Best Practices: What is a practice?

What is a practice?  When we review the definition, we see that practice can be a noun (a thing) and a verb (an action). 



  1. the actual application or use of an idea, belief, or method, as opposed to theories relating to it. “the principles and practice of teaching”
  2. the customary, habitual, or expected procedure or way of doing of something.  “current nursing practice”


  1. perform (an activity) or exercise (a skill) repeatedly or regularly in order to improve or maintain one’s proficiency.  “I need to practice my French”
  2. carry out or perform (a particular activity, method, or custom) habitually or regularly.  “we still practice some of these rituals today”

In the context of best practices in compliance, we believe that a practice is BOTH a thing AND an action. 

As a thing, there is an expectation of physical existence, (generally in paper or digital form, in writing) which can be distributed to others; team members, auditors, customers, vendors, examiners, etc.  The documentation exists to instruct on the organization’s understanding of its compliance obligations, and how it intends to conduct itself within those obligations.

As an action, practices are activities that are performed on a consistent and regular basis.  Actions are behaviors.  These behaviors can only be in alignment with intentions and instructions of leadership if they have been communicated.  In the absence of documented practices, the intention of company leadership can only be observed and interpreted based upon the behavior and actions of the company’s staff.  This is a common pitfall of many of those companies we see in enforcement actions.  The behavior of a few, whether through ignorance or malfeasance, can easily be misinterpreted as the culture of a company and lack of compliance conscious leadership.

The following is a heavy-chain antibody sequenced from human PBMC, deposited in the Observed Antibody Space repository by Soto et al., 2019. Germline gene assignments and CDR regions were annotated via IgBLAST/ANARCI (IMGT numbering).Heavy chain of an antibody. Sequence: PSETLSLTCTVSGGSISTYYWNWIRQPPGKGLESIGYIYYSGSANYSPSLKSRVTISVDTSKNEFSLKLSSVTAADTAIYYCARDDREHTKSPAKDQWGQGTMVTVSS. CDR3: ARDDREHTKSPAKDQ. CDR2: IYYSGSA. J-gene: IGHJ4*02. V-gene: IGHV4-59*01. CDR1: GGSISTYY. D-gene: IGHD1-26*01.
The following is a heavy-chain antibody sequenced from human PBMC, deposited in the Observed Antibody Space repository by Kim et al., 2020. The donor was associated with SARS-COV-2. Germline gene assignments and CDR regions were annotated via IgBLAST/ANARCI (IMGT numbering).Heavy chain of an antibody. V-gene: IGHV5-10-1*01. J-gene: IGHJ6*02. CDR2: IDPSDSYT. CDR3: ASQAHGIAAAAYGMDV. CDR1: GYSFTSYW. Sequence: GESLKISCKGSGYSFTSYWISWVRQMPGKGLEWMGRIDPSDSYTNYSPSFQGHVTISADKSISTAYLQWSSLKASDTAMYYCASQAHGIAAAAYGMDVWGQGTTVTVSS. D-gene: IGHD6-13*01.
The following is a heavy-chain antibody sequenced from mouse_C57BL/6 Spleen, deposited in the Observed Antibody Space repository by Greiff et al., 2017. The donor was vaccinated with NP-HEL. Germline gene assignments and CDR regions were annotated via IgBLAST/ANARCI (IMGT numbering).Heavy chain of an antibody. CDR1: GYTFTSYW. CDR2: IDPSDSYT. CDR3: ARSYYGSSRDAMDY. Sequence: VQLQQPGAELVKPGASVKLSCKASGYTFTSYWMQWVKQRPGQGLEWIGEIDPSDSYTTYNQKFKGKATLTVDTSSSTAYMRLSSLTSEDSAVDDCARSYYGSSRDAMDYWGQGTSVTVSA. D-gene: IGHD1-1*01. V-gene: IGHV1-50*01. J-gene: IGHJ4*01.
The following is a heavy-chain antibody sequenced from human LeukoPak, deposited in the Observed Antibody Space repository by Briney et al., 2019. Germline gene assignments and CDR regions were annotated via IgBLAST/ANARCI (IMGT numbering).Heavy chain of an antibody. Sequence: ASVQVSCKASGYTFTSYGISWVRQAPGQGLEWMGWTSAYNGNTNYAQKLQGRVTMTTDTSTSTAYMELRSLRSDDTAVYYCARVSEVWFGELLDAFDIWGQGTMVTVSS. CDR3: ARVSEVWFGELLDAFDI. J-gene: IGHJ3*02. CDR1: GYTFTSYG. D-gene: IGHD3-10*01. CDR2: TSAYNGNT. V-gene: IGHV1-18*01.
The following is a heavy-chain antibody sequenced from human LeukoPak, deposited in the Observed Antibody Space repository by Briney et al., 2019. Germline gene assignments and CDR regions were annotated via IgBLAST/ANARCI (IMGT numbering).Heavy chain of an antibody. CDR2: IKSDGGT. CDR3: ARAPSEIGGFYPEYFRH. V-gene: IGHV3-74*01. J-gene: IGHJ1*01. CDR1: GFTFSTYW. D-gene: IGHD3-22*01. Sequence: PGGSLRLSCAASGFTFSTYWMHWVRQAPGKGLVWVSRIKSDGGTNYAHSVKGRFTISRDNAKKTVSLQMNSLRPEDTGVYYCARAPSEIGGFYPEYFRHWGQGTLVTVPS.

In order to have best practices, a company must clearly articulate and memorialize its instructions and intentions, over time, through documentation, and then act in accordance with these directives.  These actions generally have a component of documentation as well, in order to demonstrate that staff are acting in accordance with the directives of leadership.

Coupling documentation of intention and instruction with documented actions or behavior, is how a company demonstrates its compliance management efforts.  Compliance Departments have the important role of ensuring that intentions and actions of the practices are aligned and consistent. 

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Marsha Jones